India fell just short of fulfilling its country’s expectations after it had dominated much of this tournament, cruising to 10 consecutive wins and ratcheting up the pressure in this cricket-obsessed nation that has waited 12 years for another one-day trophy.
But its near impregnable batting line-up faltered in the face of Australia’s savvy bowling while Travis Head’s spectacular 137 off 120 balls anchored Australia’s run chase as it cantered towards victory and another World Cup trophy.
The host nation had won the last three World Cups. With India occupying the No. 1 spot in the world rankings, it was widely expected that pattern would continue, particularly at the 132,000-seat Narendra Modi Stadium.
India enjoyed a lightning fast start, scoring 80 runs in the first powerplay, equaling the record for a men’s World Cup final. Captain Rohit Sharma in particular produced metaphorical and literal fireworks that exploded above the stadium when he hit an enormous six into the stands.
But Rohit fell shortly thereafter, out to a brilliant Head catch as Glenn Maxwell’s bowling induced a leading edge. Shreyas Iyer was out soon after that, stunning the Indian crowd and recalibrating the game.
The run rate slowed as the pressure built, and Virat Kohli and KL Rahul sought to patiently rebuild India’s innings. But as soon as it seemed the pressure was waning when Rahul hit a boundary for the first time in 16 overs, Kohli was out for 54, chopping on to his stumps after a delivery from Australia captain Pat Cummins.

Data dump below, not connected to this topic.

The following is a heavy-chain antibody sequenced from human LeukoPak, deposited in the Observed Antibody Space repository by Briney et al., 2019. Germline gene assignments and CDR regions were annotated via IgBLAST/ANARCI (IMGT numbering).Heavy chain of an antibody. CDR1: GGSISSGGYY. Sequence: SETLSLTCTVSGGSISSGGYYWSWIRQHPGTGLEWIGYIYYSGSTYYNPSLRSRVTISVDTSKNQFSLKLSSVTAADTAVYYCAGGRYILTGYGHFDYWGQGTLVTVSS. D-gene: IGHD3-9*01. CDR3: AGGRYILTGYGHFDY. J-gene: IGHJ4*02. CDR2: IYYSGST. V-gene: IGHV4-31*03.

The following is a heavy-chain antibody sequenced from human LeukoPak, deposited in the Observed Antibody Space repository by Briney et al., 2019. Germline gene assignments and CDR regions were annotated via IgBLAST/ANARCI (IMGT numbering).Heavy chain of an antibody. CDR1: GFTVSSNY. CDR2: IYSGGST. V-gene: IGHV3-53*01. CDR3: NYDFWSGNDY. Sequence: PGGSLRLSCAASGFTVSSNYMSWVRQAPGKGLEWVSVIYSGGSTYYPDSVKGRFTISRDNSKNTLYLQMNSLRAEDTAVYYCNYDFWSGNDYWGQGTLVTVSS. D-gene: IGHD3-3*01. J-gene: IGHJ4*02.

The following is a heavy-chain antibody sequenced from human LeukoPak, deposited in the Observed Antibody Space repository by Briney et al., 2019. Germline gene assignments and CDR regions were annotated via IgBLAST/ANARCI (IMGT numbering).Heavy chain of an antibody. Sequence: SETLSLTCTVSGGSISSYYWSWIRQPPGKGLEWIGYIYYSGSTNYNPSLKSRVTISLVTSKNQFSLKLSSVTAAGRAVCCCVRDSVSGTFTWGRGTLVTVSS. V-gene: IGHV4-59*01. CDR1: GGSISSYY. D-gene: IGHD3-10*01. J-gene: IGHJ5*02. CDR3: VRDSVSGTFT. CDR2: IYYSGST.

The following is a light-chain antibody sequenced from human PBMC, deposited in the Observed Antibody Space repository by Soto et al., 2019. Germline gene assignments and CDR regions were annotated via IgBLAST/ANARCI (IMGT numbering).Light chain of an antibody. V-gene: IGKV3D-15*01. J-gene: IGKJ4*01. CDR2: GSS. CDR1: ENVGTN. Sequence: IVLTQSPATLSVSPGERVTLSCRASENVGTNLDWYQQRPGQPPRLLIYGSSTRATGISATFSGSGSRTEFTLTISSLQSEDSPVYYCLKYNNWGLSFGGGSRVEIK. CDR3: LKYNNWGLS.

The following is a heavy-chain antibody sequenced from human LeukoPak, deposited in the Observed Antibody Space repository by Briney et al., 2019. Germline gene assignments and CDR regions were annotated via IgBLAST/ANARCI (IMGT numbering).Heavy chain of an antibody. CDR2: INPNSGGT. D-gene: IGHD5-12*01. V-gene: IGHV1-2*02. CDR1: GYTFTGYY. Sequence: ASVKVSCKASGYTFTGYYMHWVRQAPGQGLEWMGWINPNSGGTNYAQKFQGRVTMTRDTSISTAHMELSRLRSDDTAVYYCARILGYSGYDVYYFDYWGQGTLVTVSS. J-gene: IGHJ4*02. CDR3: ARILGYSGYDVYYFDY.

Cummins rotated his bowlers frequently, preventing India’s batsmen from settling into a rhythm, and after Kohli’s dismissal, no partnership really formed to contribute a big score.
Rahul battled to 66 off 107 balls, and the tail added some crucial runs to haul India to a respectable total but it always seemed like a difficult one to defend.
All the momentum had shifted to Australia, and that initially carried into the batting. David Warner and Head put on 15 runs in the first over before Warner got out in the second over to Mohammed Shami, giving India a sliver of hope.
Mitchell Marsh and Steve Smith fell shortly afterwards to leave Australia 47-3 and suddenly it was India with the momentum. Every play and miss provoked deafening cheers from the crowd, willing India to take another wicket and press home its advantage.
But an outstanding Head, who was named player of the match, and Marnus Labuschagne, who scored 58, built a partnership that tore the game away from India.
Head’s innings ended prematurely when he holed out two runs shy of victory leaving Maxwell to come on and hit the winning runs, prompting wild celebrations among the Australians.
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